Kiev reveals when ‘counteroffensive’ against Russia might happen
Ukrainian forces might mount a counter-attack against Russia when they get enough Western-made weaponry
Kiev’s forces might be able to launch a large-scale attack on the Russian military by the end of June, President Volodymyr Zelensky’s adviser, Alexey Arestovich, said on Thursday.
“A counteroffensive is possible with the accumulation of a large number of Western weapons, which will be sufficient for several brigades, completely rearmed, trained and coordinated, after which we can attack,” Arestovich told the Ukraine 24 TV channel.
In terms of timing, it will most likely be the end of June – the beginning of July. The first guns that can stop the enemy will arrive at the end of May – the beginning of June, and to attack – not earlier than the second half of June.
Arestovich has repeatedly promised a counteroffensive against the Russian military, which launched a large-scale operation against Ukraine in late February. In late April, the official said the counteroffensive might happen in early June, tying the operation to the deliveries of Western-made weaponry. On May 1, however, Arestovich dispatched an even more optimistic prognosis, claiming that Russian forces in Ukraine’s east might get “crushed” by Victory Day, celebrated on May 9.
“The prospects for the Russian army are unfavorable in Ukraine. The defeat could happen right by May 9,” he claimed.
The mixed messages given by the Ukrainian official, however, starkly contrast Moscow’s view of the impact of Western weaponry deliveries on the ongoing conflict. While Russia has repeatedly warned the West against “pumping” Kiev with weapons, it has also said that the flowing war supply wouldn’t change the outcome of the conflict, only prolonging it and inflicting more damage and suffering on the Ukrainian people.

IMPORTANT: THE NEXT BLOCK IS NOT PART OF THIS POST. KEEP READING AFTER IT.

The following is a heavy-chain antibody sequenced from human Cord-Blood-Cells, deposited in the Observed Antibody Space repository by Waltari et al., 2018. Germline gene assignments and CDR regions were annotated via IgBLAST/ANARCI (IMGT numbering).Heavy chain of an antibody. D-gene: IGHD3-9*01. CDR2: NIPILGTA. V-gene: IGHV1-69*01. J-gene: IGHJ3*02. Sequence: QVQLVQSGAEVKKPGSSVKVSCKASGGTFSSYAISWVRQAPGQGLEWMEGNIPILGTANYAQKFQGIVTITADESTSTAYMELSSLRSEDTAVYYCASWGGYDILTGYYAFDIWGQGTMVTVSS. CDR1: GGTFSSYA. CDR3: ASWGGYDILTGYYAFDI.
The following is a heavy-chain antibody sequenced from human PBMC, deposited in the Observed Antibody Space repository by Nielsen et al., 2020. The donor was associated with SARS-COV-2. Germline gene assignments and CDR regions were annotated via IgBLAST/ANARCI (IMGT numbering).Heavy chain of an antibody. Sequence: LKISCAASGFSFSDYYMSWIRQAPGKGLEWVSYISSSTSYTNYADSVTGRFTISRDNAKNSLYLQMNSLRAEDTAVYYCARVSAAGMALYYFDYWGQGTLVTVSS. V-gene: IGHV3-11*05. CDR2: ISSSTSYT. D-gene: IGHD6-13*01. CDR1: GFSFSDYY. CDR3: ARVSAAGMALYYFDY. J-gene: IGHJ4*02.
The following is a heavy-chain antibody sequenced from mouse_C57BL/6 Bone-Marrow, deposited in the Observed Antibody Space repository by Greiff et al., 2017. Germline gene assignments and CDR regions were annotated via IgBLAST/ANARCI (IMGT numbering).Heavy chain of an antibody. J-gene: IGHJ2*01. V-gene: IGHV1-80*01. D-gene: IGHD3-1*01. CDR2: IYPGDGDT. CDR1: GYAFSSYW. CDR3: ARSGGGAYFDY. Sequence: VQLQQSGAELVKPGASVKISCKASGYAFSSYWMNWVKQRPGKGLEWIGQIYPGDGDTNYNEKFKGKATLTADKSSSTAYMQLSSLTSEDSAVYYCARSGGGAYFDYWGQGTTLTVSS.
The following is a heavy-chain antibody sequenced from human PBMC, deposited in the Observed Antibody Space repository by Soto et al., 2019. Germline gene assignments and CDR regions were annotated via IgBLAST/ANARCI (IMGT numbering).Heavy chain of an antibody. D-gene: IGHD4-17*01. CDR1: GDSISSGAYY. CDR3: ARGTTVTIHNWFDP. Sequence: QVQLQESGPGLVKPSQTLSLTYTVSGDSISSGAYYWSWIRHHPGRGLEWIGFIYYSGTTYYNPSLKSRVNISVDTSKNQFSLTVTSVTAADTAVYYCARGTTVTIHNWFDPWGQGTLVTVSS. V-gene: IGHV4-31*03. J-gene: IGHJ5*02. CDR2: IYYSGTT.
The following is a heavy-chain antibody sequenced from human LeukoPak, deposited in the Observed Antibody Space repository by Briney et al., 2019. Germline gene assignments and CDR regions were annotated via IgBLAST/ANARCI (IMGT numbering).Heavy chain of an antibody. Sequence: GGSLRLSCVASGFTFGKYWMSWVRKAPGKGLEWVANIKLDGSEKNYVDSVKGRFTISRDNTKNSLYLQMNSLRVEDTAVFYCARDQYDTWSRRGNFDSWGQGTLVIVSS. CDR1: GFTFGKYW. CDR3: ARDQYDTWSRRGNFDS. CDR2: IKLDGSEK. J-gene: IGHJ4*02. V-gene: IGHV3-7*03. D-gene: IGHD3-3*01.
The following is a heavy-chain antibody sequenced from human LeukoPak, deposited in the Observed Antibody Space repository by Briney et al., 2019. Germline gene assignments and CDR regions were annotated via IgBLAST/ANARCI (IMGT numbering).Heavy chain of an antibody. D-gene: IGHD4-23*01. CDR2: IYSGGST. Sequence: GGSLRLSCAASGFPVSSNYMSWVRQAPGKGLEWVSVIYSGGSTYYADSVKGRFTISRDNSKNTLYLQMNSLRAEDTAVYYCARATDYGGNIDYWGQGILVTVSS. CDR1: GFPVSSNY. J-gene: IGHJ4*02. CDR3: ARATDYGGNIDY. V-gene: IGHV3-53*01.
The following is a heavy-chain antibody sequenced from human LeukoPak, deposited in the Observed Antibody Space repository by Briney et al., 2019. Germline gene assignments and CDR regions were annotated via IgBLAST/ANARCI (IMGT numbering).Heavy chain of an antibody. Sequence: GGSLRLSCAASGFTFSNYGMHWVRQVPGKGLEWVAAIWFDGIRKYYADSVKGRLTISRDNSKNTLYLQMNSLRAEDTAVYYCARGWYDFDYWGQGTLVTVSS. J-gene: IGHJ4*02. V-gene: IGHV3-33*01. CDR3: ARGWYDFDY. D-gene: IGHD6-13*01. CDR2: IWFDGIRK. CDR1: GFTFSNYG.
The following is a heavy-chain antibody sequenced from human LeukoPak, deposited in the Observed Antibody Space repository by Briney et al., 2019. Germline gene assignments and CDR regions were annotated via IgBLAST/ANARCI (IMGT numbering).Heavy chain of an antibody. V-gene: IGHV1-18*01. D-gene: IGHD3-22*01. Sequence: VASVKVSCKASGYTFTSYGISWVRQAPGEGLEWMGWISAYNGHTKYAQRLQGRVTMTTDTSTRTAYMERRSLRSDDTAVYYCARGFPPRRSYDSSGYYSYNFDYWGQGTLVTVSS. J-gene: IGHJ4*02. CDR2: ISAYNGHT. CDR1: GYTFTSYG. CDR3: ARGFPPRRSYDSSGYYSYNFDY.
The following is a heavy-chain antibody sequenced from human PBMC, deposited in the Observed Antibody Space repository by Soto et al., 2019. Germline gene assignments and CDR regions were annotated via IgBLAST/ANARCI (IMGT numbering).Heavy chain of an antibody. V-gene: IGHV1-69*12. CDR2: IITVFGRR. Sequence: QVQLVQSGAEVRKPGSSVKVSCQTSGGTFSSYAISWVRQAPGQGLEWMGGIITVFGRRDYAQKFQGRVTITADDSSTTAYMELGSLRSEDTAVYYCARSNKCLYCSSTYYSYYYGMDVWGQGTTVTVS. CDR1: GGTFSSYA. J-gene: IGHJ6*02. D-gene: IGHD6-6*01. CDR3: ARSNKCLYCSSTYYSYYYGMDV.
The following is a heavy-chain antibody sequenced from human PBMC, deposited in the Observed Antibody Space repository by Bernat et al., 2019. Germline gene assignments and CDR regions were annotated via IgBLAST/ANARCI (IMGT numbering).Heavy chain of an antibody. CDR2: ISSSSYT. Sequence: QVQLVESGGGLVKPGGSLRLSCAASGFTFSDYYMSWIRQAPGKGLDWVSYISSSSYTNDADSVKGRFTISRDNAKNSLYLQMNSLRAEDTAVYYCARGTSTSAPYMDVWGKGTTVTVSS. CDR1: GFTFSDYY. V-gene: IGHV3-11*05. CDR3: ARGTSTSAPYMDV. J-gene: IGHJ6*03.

“Our military is well aware that the US, the UK, and NATO as a whole are continuously transmitting intelligence and other parameters to the Ukrainian armed forces. Combined with the flow of weapons that these countries and the alliance are sending to Ukraine, these actions do not contribute to a quick resolution of the operation,” Kremlin spokesman Dmitry Peskov said on Thursday.
But at the same time, they cannot disrupt the achievement of the goals outlined for the special military operation.
Russia attacked the neighboring state in late February, following Ukraine’s failure to implement the terms of the Minsk agreements, first signed in 2014, and Moscow’s eventual recognition of the Donbass republics of Donetsk and Lugansk. The German and French brokered Minsk Protocol was designed to give the breakaway regions special status within the Ukrainian state.
The Kremlin has since demanded that Ukraine officially declare itself a neutral country that will never join the US-led NATO military bloc. Kiev insists the Russian offensive was completely unprovoked and has denied claims it was planning to retake the two republics by force.